The simple act of laughing has the ability to convey meaning on an equal level to that of the spoken word. According to some experts – in terms of human development, laughter is the biggest milestone subsequent to crying.
Former stand-up comedian Stephanie Davies is one of the countries leading laughter experts, and founder of Laughology, a one of a kind organisation that teaches public and private sector workers how to enhance their potential using humour and laughter.
According to Davies, the basic difference between humour and laughter is that the former doesn’t always have to be funny and is often used to fit into or to cope with social situations, and the latter is a response.
“A child knows that laughter is positive and learns that actions which get a laugh are positive. He or she will repeat those actions or mimic them from other people and start to develop an awareness of humour based on the reactions of those around them.” Explained Davies.
Considering the fact that laughter has been around since the dawn of humanity – the academic study of laugher and humour is still a very new and relatively unexplored area. However, there is now a growing body of evidence suggesting its benefits on both a personal and social level.
The Cousins experiment
An excellent example of the profound effect of laughter on physical health is the well-documented battle against spinal disease of writer Norman Cousins.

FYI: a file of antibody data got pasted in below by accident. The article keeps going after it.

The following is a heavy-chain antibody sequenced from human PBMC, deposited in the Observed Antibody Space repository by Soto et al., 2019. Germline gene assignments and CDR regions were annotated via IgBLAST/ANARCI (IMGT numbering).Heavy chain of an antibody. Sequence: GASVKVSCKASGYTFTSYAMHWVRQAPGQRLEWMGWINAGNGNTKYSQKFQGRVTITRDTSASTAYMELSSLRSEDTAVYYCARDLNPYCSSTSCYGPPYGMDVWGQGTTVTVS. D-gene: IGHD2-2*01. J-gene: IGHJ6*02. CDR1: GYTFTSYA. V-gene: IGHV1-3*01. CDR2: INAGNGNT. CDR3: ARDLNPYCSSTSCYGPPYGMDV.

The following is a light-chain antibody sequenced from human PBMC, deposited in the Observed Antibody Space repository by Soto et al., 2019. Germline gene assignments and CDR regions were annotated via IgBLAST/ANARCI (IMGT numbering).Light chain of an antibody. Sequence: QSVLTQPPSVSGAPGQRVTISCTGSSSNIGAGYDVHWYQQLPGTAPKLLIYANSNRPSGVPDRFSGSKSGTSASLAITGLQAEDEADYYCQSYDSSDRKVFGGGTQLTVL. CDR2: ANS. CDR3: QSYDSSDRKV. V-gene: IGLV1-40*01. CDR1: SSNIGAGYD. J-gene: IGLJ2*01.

Cousins was given a one in 500 chance of survival back in 1964 and instead of staying in hospital for treatment he opted to check into a hotel where he would administer his own form of treatment – large doses of vitamin C and a regime of positive behaviours involving laughter, love and joy.
Cousins proceeded to watch as much comedy as he could, and found that over time, laughter stimulated certain chemicals in his body that permitted him to sleep for several hours free of pain. After persisting with his unique treatment for some time, his disease went into remission.
Post Cousins experiment and many scientists have made similar discoveries. For example, an experiment carried out at the University of Maryland unveiled that in individuals with bad cardiac health, laughter dilated the inner lining of blood vessels, subsequently stimulating blood flow.
The infectious effect – could laughter benefit your community?
In addition to the personal health benefits of laughter, it would seem the effects could also work on a much wider scale. A project in an underprivileged area of Bradford based upon Davies’ laughology model has promoted resilience within the community and has helped residents to cope during difficult situations.
Davies and her team helped to train the town to become more positively engaged with one another in a bid to make them feel more resilient, more supported and ultimately to have a friendlier community.
“If we laugh we feel better about a situation, if we see something in a different way and find the humour in it we can almost take a mental step back from it and not be so negatively emotionally involved,” said Davies.
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